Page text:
16 Franchising Business Financial Considerations You Need to Know

Sure, entering a franchising business is rather a safer, less risky passage to business success. And why not, the business model, the renowned brand, and established target customers who are familiar with the price points, service, or product offerings and know what to expect.
That’s clearly ahead of a stand-alone individual business person who starts from scratch.

Financial considerations before joining a franchise business

But joining the bandwagon, saving you time and effort to test your product with your clients (and failing), also pays in return. Many franchises charge royalties, membership fees, advertising charges, and other fees on top of the standard costs. So it’s prudent to be aware of what financial requirements you should be ready to shell out initially and months before deciding to make a commitment to being a franchisee.
Initial investment
This may refer to the franchise package which may include the following:

Initial fee

Downpayment for the entire cost of a selected franchise package that will formally allow you as a franchisee to use the brand’s trademark, business system, and services used to prepare your entry into the franchising business. As businesses may vary, costs for this fee also vary widely, from P50,000 for food carts to P3 million or even more for established restaurants/dealerships of popular brands.


The amount used in the construction of a shop building, stall, office, or kiosk. This is often part of the package but may vary depending on the type of business or Franchisor preference.


The amount used in the procurement of ovens, computers, freezers, cash registers, refrigerators, sewing machines, printing materials, security systems, or any other equipment necessary in the operation. The cost will depend on the size of the shop and the expected number of customers at any given time.

Furniture and fixtures

The amount used to buy tables, chairs, cabinets, wash areas, etc.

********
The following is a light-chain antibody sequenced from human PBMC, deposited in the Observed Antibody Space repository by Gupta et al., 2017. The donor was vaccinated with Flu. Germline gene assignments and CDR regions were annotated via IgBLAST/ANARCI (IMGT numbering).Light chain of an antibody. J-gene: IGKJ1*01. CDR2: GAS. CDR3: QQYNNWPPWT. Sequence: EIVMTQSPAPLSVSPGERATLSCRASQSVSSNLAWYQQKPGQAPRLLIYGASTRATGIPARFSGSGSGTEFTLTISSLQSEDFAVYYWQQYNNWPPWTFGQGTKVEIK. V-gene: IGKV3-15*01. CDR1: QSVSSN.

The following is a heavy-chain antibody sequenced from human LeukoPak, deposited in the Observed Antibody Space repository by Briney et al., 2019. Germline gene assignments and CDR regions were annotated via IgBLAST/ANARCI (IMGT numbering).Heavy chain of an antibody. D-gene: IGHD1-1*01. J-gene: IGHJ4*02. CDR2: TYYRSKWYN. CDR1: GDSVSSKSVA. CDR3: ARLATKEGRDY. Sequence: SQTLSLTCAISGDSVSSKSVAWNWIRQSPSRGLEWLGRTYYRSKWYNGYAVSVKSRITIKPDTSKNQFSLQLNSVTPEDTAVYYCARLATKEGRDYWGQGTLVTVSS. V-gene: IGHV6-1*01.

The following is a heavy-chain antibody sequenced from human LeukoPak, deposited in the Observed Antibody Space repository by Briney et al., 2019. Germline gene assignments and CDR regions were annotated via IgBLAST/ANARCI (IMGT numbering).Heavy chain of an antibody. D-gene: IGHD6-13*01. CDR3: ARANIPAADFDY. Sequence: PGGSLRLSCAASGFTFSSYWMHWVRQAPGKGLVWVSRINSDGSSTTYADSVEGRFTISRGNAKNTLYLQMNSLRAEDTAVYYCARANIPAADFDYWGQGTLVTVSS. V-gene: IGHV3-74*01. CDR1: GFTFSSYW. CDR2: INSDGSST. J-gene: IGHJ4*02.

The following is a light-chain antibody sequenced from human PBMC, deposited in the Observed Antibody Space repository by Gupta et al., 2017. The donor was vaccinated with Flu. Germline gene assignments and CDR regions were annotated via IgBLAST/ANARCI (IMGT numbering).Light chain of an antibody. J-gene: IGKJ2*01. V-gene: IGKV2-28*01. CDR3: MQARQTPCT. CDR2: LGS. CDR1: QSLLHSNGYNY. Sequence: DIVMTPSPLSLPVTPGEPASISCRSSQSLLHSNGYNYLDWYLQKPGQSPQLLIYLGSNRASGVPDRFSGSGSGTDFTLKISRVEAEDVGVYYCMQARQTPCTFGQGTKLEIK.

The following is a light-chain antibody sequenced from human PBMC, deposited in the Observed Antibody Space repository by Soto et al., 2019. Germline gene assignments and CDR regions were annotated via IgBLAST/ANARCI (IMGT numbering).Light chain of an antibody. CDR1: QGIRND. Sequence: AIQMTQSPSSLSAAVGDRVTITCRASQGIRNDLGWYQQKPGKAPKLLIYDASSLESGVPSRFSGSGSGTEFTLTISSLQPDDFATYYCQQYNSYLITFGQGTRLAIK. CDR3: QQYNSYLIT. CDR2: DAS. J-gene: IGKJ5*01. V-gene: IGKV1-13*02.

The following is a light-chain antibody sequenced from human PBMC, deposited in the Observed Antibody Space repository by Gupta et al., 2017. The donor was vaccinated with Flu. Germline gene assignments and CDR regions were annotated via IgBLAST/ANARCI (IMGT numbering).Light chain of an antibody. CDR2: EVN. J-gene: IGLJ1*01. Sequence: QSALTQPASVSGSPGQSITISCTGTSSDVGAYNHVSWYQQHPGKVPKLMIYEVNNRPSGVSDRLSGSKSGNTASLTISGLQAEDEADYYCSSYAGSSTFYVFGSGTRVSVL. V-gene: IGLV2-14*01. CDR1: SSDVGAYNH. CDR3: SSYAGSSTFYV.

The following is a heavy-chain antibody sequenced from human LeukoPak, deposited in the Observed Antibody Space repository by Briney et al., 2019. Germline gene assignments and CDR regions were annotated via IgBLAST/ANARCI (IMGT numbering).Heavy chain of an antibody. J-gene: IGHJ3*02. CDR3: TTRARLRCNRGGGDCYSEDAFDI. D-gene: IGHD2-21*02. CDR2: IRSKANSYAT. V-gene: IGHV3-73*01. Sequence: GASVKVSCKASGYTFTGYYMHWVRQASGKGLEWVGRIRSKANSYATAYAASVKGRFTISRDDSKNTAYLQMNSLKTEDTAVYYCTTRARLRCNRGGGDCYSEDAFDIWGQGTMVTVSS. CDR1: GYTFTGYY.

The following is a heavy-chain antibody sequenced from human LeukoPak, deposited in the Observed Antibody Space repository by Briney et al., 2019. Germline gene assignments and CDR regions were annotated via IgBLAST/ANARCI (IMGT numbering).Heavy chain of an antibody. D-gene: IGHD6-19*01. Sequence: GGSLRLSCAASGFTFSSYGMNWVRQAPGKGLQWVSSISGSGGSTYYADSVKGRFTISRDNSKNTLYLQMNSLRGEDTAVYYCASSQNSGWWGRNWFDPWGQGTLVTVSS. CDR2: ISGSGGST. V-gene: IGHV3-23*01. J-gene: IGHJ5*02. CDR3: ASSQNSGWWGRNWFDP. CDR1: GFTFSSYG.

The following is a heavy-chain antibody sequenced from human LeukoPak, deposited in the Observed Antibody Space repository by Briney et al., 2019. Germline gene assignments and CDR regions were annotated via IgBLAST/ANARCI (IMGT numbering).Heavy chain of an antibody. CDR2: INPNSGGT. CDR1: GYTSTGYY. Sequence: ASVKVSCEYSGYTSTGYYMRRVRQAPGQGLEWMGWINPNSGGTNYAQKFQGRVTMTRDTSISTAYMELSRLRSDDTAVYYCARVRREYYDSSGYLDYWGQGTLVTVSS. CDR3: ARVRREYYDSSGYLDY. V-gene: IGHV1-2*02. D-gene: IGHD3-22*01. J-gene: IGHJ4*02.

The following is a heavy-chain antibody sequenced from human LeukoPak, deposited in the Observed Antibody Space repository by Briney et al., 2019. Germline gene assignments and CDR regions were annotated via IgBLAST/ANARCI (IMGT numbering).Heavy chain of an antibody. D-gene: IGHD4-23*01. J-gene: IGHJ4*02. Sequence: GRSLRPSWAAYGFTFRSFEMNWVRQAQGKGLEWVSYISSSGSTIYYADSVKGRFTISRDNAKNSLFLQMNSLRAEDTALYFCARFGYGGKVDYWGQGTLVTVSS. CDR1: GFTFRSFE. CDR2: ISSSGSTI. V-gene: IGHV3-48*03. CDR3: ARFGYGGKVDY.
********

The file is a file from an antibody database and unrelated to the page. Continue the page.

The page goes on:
The amount used to produce trademark streamers, neon signs, directionals, posters, menu displays, etc.

Permits and licenses

The amount used to obtain a government license, permits, and clearances, along with payment for inspectors and required taxes.

Pre-operating expenses

The amount used to get the business running even before entertaining first customers. This includes training for staff, shop lease deposit, utility costs, etc.

Operating capital

The amount used to buy materials the franchise branch needs from the first until (typically) third month of operation. This includes raw products sourced from the franchisor or a third-party supplier.


The amount used as a guarantee of use of utilities such as rental for water meter, electrical meters, telephone line, gas supply, etc. This is usually redeemable upon the end of a lease contract.
Recurring expenses
To maintain operation, the franchisee is expected to shoulder the following costs.


The fee ranges between 5% to 10% of gross sales paid to the franchisor for rights to use the trademark and continued business support from the franchisor.

Recurring expense

These are the expenses expected to be paid on a monthly basis. This may include advertising and marketing costs to promote the brand on a national market. This is typically between 1% to 5% of total gross revenue.

Cost of goods such as materials or ingredients

This can vary depending on the type of franchising business you are running. This generally refers to the raw materials needed to produce your products. For example, chicken supply for a fried chicken stall or coffee beans for a coffee shop.

Employee wages

The heart and soul of the business are human resources and a well-paid worker is a happy worker. Therefore, this expense, along with rental payment, can significantly impact your business, whether you are in a franchising model or not.


This includes water, gas, electricity, and phone bills, which are essential elements to keep the business running.

Shop lease

If you are leasing your business space, a substantial recurring expense includes the rental payment to the landlord.

Other incidental expenses

This includes delivery costs, tips, taxi fare, laundry costs, etc.
Maintaining a business can be a costly one, so it’s always expected that sales revenue should exceed expenses to turn out a profit. If your calculations are right and you are confident that starting a business on a franchise model is the way to go, good luck. Otherwise, ask for more professional advice to get further guidance.

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